The late colonial era in Southeast Asia saw the emergence of modern tourism. Throughout the region hotels and hill stations were built, tourist attractions identified, tourist experiences designed, and travel agencies established. The technological development of infrastructure was crucial, as railroads and trains, steamships, and asphalt and cars opened up the region not only to economic exploitation, but to “Western” (mainly European and American) visitors as well as wealthy visitors from other parts of Asia. Both local (national) and regional tourist networks brought about a distinct meeting of two worlds as new forms of interaction and exchange in the colonial world took shape. Crucially, through these tourist experiences Westerners were presented with an idyllic, often stereotypical, romanticized, and stagnant, perspective of indigenous societies. While the tourist experience often exoticized the “other,” it also resulted in a more profound appreciation for local cultures and peoples of Southeast Asia. Such exposure in turn not only influenced tourism practices in the metropole, but also were exported to other regions of empires.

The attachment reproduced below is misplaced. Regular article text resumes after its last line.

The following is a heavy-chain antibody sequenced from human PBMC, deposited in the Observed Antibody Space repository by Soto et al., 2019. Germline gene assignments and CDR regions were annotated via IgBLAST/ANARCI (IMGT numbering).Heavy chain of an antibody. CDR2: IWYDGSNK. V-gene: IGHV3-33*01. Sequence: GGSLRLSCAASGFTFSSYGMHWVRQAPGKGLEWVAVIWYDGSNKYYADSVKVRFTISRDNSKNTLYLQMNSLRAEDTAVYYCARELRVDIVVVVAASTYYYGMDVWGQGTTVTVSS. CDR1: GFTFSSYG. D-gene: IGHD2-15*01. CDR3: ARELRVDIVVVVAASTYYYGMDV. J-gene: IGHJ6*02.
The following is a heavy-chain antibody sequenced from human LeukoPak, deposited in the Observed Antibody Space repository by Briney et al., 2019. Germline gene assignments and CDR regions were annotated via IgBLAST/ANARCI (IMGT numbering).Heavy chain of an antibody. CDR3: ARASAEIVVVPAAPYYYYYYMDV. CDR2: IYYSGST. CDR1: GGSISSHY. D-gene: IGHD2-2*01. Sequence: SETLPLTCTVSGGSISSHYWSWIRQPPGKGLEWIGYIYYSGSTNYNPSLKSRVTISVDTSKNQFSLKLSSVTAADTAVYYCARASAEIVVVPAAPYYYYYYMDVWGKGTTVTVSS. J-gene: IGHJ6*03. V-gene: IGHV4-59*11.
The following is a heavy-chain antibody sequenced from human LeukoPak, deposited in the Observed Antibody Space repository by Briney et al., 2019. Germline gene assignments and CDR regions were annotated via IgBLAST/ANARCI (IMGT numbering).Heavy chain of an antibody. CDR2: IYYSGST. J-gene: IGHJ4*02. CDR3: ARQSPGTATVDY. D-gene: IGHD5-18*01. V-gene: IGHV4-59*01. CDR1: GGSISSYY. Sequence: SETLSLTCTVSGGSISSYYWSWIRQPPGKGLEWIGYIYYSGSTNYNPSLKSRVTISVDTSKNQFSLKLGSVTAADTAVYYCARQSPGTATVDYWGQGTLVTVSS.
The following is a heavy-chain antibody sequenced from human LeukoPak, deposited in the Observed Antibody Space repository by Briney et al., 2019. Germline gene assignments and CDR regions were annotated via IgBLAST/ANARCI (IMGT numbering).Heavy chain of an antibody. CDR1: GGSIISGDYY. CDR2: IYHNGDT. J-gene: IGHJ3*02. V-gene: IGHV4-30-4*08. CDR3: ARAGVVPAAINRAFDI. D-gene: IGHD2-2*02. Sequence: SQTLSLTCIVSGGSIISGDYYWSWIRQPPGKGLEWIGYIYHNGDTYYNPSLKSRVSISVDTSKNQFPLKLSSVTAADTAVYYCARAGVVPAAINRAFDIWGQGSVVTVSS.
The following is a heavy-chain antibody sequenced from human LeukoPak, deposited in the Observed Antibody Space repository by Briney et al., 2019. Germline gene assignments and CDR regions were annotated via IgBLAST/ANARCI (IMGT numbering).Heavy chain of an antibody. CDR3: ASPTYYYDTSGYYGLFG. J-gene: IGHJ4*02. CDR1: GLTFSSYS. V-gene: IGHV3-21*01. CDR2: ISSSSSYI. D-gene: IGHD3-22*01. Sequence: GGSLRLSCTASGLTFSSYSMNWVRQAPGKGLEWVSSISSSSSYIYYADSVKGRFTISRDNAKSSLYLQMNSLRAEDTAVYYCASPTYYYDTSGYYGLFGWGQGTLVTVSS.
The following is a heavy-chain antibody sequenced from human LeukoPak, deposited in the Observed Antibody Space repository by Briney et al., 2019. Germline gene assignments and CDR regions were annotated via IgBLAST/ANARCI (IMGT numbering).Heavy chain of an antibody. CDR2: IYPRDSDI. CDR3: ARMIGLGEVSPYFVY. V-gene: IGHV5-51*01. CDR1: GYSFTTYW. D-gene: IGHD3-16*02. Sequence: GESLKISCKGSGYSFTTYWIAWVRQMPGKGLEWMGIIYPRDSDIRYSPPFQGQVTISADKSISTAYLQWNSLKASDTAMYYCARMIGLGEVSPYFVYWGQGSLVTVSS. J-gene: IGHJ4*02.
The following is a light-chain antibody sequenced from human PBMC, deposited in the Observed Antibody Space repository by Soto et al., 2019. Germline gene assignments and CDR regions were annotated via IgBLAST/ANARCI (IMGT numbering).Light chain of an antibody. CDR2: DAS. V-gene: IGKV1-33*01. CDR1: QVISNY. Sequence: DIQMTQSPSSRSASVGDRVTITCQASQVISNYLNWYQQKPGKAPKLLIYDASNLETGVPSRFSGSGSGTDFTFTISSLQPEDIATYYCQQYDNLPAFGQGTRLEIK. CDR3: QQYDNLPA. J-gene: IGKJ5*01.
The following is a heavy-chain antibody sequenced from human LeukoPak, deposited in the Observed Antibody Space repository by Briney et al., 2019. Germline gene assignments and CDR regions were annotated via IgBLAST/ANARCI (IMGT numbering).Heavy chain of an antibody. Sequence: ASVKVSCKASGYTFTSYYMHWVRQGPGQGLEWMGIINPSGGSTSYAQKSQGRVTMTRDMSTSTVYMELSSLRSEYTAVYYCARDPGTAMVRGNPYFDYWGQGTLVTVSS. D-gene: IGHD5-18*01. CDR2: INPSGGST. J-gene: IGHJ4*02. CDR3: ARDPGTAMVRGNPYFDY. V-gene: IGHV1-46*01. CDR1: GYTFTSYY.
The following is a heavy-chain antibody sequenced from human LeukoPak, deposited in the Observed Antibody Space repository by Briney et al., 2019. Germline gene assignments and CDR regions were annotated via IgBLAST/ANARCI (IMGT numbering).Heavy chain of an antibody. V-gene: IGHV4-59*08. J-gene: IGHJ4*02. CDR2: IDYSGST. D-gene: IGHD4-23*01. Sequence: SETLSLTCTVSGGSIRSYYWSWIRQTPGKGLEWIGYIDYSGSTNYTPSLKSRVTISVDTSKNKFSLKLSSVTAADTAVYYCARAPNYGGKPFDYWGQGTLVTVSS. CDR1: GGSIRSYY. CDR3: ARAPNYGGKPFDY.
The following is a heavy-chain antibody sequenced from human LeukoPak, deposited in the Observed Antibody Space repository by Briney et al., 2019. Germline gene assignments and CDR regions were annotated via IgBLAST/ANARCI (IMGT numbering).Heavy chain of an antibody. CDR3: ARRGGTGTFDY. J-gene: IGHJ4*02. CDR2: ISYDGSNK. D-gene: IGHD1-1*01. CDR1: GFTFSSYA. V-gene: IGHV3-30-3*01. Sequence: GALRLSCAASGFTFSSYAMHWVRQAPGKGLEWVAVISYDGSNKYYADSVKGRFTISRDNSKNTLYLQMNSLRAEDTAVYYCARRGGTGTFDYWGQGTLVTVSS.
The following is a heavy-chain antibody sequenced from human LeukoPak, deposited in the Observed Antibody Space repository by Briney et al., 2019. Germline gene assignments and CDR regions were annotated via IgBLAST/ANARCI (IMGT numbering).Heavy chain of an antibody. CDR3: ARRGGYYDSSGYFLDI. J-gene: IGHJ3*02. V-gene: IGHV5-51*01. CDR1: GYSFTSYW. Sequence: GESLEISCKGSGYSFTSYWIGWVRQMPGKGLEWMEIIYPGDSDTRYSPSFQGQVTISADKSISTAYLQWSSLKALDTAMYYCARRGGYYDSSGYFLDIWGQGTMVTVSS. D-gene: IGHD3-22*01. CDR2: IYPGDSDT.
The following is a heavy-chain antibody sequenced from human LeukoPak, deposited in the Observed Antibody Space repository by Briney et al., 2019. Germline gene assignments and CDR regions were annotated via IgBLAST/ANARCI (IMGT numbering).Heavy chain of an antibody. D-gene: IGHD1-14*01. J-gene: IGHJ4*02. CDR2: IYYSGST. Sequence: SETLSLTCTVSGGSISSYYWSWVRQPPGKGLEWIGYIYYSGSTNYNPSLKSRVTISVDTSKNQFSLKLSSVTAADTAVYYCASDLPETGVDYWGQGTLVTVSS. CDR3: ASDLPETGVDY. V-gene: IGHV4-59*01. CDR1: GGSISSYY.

This panel explores the emergence of colonial tourism in Southeast Asia by examining distinct tourist spaces such as passenger liners and mountain resorts, and the creation of discourses through which the “other” was understood. The three case studies treat different locales—colonial Vietnam and Cambodia, the Javanese mountains, and maritime Indonesia—that allow for comparison and the creation of a dynamic image of these developments. The papers will explore the organizing strategies behind tourism’s development: their marketing, infrastructural projects, and the identification of tourist sites. What was deemed worthy of becoming a tourist destination and why? And who were the aimed and actual tourists? Finally, the panel also explores the legacy of these first tourist experiences in the present. How have these early experiences and decisions about what constituted as tourism continued to influence contemporary perceptions of the region?